Injury could potentially keep Schilling out into All-Star break
The team expects the ace right-hander will likely remain out past the first week of July and perhaps through the All-Star break. Schilling said Monday he doesn't even know when he will begin throwing again.
When asked if he would be back in Boston's rotation before the break begins July 9, Schilling said, "You know what? I would like to be back by tomorrow. But they have protocol."
General manager Theo Esptein told reporters Friday that a midseason rest should lead to a stronger late-season Schilling.
The 40-year-old Opening Day starter doesn't buy that reasoning.
"It's easy to analyze that when you are not in uniform and never been in one," Schilling said from the Boston clubhouse as he teammates left for batting practice. "That's a good way to analyze it, I guess. It's different, being in here."
Schilling said he expects to hear Tuesday or Wednesday how the Red Sox medical staff wants his rehabilitation to proceed.
"There's some things they want to do in testing. They want to kind of set milestones in the next couple days to hit before we go to the next phase," he said.
Boston manager Terry Francona said Schilling's throwing program "has been written up. Everyone is on the same page. Just got to go out and do it now."
Schilling went on the 15-day disabled list Friday retroactive to June 19 after two straight poor starts. He rejoined the Red Sox last weekend in San Diego after an MRI exam and cortisone shot in Boston.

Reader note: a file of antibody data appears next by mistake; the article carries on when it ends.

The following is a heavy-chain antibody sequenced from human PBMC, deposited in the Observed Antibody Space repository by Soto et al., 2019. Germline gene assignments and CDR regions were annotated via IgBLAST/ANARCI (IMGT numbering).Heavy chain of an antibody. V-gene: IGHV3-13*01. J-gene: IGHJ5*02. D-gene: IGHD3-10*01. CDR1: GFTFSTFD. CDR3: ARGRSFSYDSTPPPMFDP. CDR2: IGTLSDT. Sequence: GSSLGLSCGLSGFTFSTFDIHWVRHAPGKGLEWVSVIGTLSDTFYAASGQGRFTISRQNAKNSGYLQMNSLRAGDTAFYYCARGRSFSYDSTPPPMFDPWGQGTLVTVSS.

"I felt immediate improvement right after I got the shot. But after the shot wears off, you got to start at zero and work from there," he said.
He is doing daily conditioning and arm exercises and "a lot of sitting" until the Red Sox medical staff tells him when he can throw again. Boston will call up Kason Gabbard to start Tuesday for him against Seattle. Gabbard is 7-2 with a 3.24 ERA in 14 starts with Triple-A Pawtucket and beat Atlanta in a spot start May 20.
Francona said Gabbard will get at least one more start and that all starters will stay on schedule and get an extra day of rest because of an off day Thursday.
Schilling nearly pitched a no-hitter at Oakland on June 7, giving up a two-out single to Shannon Stewart in the ninth inning. But he hasn't looked the same since. He has allowed 11 earned runs and 19 hits in 9 1/3 innings.
Schilling, 14th on the career strikeout list with 3,086, failed to strikeout anyone June 18 in Atlanta -- the first time that's happened in one of his starts since 1993.
He sounded frustrated with his current idling while his team soars. Boston entered Monday 22 games over .500, at 48-26. That's the best record in the major leagues.
"I mean, they pay me to pitch and win games. And when I am not doing that, it's not fun," he said.
If the Red Sox allow him to resume throwing soon, Schilling thinks he should be able to go directly to pitching in the bullpen instead of a longer process of throwing off flat ground, then resting, then working up to sessions on the mound.
"It hasn't been that long. So I'd imagine if we begin throwing in the next couple days, there won't be a whole lot to get it back up and cranking," he said. "But what we don't want to happen is to get back up and cranking real quickly and be right back where we were two weeks ago."
Copyright 2007 by The Associated Press